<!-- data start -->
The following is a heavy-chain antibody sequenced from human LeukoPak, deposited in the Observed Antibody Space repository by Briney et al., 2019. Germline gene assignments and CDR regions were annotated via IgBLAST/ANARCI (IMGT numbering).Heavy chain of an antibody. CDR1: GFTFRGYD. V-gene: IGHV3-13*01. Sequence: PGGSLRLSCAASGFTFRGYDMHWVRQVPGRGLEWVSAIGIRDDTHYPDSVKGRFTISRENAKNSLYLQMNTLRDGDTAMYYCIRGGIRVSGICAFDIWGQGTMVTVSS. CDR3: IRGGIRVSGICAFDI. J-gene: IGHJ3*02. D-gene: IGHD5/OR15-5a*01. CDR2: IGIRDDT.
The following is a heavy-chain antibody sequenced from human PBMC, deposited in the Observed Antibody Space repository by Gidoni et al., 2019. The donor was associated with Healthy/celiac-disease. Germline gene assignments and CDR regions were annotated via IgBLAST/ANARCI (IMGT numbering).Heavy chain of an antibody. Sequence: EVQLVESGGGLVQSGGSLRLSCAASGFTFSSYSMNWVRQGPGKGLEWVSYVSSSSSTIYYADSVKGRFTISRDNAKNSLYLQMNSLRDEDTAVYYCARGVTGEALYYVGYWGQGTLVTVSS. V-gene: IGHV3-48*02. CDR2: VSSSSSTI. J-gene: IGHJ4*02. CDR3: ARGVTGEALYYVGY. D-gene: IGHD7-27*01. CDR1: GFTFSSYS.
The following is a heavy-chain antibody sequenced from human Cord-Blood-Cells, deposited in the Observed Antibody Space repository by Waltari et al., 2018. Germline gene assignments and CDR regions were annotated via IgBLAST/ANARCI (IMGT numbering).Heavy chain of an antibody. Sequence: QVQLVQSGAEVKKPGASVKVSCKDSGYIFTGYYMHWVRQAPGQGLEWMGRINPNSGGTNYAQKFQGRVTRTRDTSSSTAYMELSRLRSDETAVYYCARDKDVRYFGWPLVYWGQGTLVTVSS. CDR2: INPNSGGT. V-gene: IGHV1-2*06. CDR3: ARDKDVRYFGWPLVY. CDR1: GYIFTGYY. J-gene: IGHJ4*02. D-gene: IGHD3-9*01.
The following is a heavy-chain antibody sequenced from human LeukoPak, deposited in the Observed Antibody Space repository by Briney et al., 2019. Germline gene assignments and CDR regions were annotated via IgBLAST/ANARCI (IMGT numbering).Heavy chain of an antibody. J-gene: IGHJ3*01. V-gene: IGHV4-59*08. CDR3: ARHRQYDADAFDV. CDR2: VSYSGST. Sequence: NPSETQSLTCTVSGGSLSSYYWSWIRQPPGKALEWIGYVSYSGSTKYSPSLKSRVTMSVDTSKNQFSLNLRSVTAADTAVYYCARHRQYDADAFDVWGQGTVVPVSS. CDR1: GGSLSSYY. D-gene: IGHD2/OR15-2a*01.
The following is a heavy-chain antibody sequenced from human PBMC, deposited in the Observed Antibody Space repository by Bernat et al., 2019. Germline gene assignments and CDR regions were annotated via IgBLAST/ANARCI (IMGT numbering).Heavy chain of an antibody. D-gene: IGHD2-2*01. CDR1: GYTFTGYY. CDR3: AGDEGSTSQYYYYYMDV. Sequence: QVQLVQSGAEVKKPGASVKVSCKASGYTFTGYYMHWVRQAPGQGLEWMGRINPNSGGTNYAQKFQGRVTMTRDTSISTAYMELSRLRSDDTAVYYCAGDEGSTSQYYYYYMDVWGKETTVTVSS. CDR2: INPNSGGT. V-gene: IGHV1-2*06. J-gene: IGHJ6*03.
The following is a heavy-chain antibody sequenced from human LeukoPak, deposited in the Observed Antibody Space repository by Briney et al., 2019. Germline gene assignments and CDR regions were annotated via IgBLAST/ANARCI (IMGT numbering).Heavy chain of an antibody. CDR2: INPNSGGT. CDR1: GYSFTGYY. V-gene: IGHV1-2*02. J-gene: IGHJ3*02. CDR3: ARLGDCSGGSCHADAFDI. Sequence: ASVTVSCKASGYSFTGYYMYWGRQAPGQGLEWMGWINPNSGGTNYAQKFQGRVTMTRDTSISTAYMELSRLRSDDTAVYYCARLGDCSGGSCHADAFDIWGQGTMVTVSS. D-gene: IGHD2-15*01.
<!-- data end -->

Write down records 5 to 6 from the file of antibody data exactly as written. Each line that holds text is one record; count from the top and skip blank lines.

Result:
The following is a heavy-chain antibody sequenced from human PBMC, deposited in the Observed Antibody Space repository by Bernat et al., 2019. Germline gene assignments and CDR regions were annotated via IgBLAST/ANARCI (IMGT numbering).Heavy chain of an antibody. D-gene: IGHD2-2*01. CDR1: GYTFTGYY. CDR3: AGDEGSTSQYYYYYMDV. Sequence: QVQLVQSGAEVKKPGASVKVSCKASGYTFTGYYMHWVRQAPGQGLEWMGRINPNSGGTNYAQKFQGRVTMTRDTSISTAYMELSRLRSDDTAVYYCAGDEGSTSQYYYYYMDVWGKETTVTVSS. CDR2: INPNSGGT. V-gene: IGHV1-2*06. J-gene: IGHJ6*03.
The following is a heavy-chain antibody sequenced from human LeukoPak, deposited in the Observed Antibody Space repository by Briney et al., 2019. Germline gene assignments and CDR regions were annotated via IgBLAST/ANARCI (IMGT numbering).Heavy chain of an antibody. CDR2: INPNSGGT. CDR1: GYSFTGYY. V-gene: IGHV1-2*02. J-gene: IGHJ3*02. CDR3: ARLGDCSGGSCHADAFDI. Sequence: ASVTVSCKASGYSFTGYYMYWGRQAPGQGLEWMGWINPNSGGTNYAQKFQGRVTMTRDTSISTAYMELSRLRSDDTAVYYCARLGDCSGGSCHADAFDIWGQGTMVTVSS. D-gene: IGHD2-15*01.